You will notice that man's seven principles and elements are divided into three separate parts: a lowest triad, purely mortal and perishable; an intermediate duad, psychical, composite, and mostly mortal, kama-manas, the "man" proper, or "human nature"; and a higher duad, atma-buddhi, immortal, imperishable, the monad. At the death of the human being, this higher duad carries away with it all the spiritual essence, the aroma, of the lower or intermediate duad; and then the higher duad is the higher self, the reincarnating individuality, or egoic monad. Man's ordinary consciousness in life at this stage of evolution is almost wholly in the lower or intermediate duad; when he raises his consciousness to become one with the higher duad, he becomes a Mahatma, a Master.
Now this lower part of the nature is composite. There is nothing permanent per se in it whatever; as an entity, nothing abides. It is ordinary man as he is today, and in him there is no abiding self-principle whatsoever. If you fasten your thoughts and your affections to the things of the lower nature, you will de facto, of necessity, follow it, and become it, as outlined and shown in and by the doctrine of swabhava. As a man thinks, so is he! The Hebrew words in this old saying, which is taken from Proverbs, chapter 23, verse 7, are Englished: "As he thinketh in his heart (nephesh), so is he," but the Hebrew word nephesh used here really means "As he thinks in his lower nature, that he is (becomes)." A Sanskrit commentator, Yaska (Nirukta, 10, 17), in his gloss on a certain Vedic text, has the following remark, exactly to the point on the same subject: Yad yad rupam kamayate devata, tat tad devata bhavati — "Whatever body (or form, or shape) a divine being (divinity) longs for (wants, desires, i.e., gives himself up to), that very thing the divine being becomes." Here is the secret of the whole thing. We are what we make ourselves, our own children. Nothing but that. And, if our thoughts are upwards, we come finally into the companionship of the divinities; and, before reaching them, come into the companionship of the holy Teachers, because we make ourselves such, we become like them; and they, in turn, answer the call.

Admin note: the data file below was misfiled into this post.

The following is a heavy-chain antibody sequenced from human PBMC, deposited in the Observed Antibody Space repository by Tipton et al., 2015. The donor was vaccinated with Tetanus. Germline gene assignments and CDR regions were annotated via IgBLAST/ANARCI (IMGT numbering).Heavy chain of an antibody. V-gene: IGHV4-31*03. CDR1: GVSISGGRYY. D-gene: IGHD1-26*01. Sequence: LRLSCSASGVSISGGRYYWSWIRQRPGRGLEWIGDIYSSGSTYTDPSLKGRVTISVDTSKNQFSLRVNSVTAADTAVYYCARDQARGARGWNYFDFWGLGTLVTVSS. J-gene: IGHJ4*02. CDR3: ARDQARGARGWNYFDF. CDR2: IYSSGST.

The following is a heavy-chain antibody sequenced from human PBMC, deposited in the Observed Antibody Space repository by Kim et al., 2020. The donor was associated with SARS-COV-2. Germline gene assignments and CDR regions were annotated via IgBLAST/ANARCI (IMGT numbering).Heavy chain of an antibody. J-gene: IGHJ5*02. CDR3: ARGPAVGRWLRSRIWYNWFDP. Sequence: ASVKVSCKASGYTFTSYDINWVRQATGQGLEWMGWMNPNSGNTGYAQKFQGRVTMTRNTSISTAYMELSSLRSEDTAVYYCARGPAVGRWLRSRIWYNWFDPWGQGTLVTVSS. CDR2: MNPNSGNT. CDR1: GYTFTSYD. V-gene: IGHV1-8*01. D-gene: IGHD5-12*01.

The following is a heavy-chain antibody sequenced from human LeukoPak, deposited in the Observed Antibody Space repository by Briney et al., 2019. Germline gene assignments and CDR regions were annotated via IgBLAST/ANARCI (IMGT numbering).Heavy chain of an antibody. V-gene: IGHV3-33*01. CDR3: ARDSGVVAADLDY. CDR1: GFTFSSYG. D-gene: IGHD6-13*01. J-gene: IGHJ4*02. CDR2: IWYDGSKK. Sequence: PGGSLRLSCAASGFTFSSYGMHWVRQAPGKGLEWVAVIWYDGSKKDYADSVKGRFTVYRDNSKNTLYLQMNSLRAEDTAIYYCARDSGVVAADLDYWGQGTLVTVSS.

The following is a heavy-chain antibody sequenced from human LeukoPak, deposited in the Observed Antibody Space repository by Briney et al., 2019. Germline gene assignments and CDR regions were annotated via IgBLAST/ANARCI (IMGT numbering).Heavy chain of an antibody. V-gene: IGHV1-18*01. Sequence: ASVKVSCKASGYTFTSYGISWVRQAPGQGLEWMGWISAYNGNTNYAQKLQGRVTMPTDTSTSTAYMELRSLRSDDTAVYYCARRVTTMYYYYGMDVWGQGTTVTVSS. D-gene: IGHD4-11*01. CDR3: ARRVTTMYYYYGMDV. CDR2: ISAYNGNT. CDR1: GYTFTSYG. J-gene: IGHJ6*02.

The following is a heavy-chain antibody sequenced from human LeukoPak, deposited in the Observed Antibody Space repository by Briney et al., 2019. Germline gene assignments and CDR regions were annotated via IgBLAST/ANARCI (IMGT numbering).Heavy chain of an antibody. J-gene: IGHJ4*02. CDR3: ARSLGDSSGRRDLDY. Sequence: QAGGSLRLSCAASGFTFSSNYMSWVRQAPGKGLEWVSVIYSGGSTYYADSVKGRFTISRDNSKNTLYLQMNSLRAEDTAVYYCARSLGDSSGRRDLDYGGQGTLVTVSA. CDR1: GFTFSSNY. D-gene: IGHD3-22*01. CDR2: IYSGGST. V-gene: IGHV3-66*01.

But if, on the contrary, our thoughts are running downwards, and we wear away the silver thread or the golden thread which binds us to our higher nature, we then naturally gravitate or go downwards: down, down, down, until at last the final rupture of the golden chain or thread comes, and the soul becomes a lost soul, a lost astral soul; and its destiny is as follows. There are two classes of this kind of soul, as remarked before. The first class is the lower but not the worse; it consists of those human beings on this planet (or on any other planet which possesses a humanity similar to ours) who, through native weaknesses of soul and from lack of spiritual attraction upwards, go to pieces after a certain interval of time, long or short as the case may be: the lower part of the nature, being composite and impermanent and nonenduring, following natural laws finally simply breaks up and vanishes much as the human body dies and decays. That is the end of it; it is finally annihilated.
The monad of such a soul, meanwhile, there being nothing, no aroma of aspiration or yearning upwards, to take away from that life or from those lives — because, mind you, it is perfectly true that lost souls as well as soul-beings can reincarnate; they can indeed; there are children born lost souls; as a fact it is very rare, perhaps, but the fact can and does take place — the monad, I say, of such a lost soul, in due course of time "reincarnates" again; and the lost soul episode is like a blank page in its "book of lives."